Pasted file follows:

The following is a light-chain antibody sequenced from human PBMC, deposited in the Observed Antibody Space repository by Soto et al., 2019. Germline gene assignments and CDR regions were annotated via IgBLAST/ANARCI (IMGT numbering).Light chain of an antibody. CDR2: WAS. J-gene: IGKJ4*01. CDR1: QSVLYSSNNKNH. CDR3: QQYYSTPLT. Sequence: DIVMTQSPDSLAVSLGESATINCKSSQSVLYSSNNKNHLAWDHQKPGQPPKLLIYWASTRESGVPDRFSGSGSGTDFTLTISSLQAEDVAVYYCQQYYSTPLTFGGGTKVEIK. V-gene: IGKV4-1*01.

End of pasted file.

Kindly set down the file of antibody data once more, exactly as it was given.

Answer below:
The following is a light-chain antibody sequenced from human PBMC, deposited in the Observed Antibody Space repository by Soto et al., 2019. Germline gene assignments and CDR regions were annotated via IgBLAST/ANARCI (IMGT numbering).Light chain of an antibody. CDR2: WAS. J-gene: IGKJ4*01. CDR1: QSVLYSSNNKNH. CDR3: QQYYSTPLT. Sequence: DIVMTQSPDSLAVSLGESATINCKSSQSVLYSSNNKNHLAWDHQKPGQPPKLLIYWASTRESGVPDRFSGSGSGTDFTLTISSLQAEDVAVYYCQQYYSTPLTFGGGTKVEIK. V-gene: IGKV4-1*01.